I can't make it a picture.. But I found it oddly appropriate for this conversation..
The problem is that marriage is considered a human right, and denying it to a proportion of people based on sexuality (or race, as was once illegal) is a violation of that human right.
It makes them homosexuals that are against marriage. Anyone can be against marriage. It is only when you are against marriage for a particular subset that there is a problem - that is where the prejudice comes in, against inter-racial marriage or against gay marriage - like TA.
I was thinking about this before, the only way that a person could possibly be completely against gay marriage, is if they don't view homosexuals as - well, not the same, not as equals. How is it possible to say that one is ok with homosexuals, but then deny them a basic thing that everyone else is able to do? I think there is definitely homophobia on Tony Abbots part.
I personally have no idea why anyone would fight so hard to get married, it means no more to me than two people living together as a couple - but, that isn't my call, if people want to get married - who is anyone to stop them?
This man lived biblically for one year. In his preparation he read a number of bibles and came up with a list of over 700 'rules'. It's a very interesting watch!
For me, a public ceremony that recognises our commitment to each other is enough, I don't understand what signing a piece of paper adds to that. The only thing in Witwicky's post above that applies is the immediate legal recognition that marriage gives a couple, but surely most people who get married have already been in a relationship for a couple of years and therefore are already entitled to the same things as a married couple.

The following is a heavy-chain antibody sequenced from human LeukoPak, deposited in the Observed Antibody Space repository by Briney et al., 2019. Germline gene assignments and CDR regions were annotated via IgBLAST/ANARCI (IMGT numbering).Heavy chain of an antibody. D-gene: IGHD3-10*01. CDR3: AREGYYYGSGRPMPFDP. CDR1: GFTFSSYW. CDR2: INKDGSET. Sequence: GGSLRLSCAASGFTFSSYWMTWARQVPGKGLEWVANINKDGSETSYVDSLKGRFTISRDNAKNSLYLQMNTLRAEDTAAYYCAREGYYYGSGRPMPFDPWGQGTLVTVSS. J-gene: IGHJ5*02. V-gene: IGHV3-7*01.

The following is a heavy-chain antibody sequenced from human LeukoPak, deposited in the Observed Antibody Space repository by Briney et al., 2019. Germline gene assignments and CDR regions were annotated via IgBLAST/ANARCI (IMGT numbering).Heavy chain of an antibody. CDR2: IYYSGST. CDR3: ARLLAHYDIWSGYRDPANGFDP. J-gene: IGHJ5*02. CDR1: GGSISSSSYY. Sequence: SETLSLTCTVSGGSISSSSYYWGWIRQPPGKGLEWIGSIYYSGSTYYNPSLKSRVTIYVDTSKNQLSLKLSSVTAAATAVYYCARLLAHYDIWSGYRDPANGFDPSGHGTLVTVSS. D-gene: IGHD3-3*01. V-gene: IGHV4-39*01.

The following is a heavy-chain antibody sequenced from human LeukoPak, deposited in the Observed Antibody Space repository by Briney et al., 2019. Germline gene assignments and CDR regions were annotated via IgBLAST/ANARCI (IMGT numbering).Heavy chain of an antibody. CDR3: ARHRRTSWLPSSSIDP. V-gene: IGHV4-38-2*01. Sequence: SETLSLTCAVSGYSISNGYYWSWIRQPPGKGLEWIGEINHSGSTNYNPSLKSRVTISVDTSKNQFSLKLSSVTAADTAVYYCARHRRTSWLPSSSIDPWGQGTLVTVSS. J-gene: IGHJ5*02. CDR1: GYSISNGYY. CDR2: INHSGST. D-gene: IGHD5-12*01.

But yes, if non-religious straights feel the need to do it, why not gays.
How can you just switch off your beliefs like that? I know some gay catholics, who attend a progressive catholic church, they don't talk about homosexuality being ok, they just don't talk about it at all. But these people really believe, to their core, that God is real and they are Catholics, they don't believe that the Catholics have it right about homosexuality - just like lots of other catholics out there.
But, the anti-gay marriage stance isn't some obscure rule buried in the Bible somewhere, it is one of the Catholic Church's official, and very vocal teachings. I think there is a difference between an individual's interpretation of the Bible and what the Church's official stance is.
Yes we have the same rights as a defacto straight couple but it is a lot more challenging and expensive not having that handy certificate that 'proves' us.
And I guess it doesn't seem as important to you because you have the luxury of the choice to marry or not. When you're the one having your rights squashed it seems like a lot of a big deal. If we were allowed to be married, truthfully, we probably wouldn't get married anyway. Not for any reason other than the convenience in the above situations. However, I still believe we have the right to make that choice, as does every other same sex couple out there.
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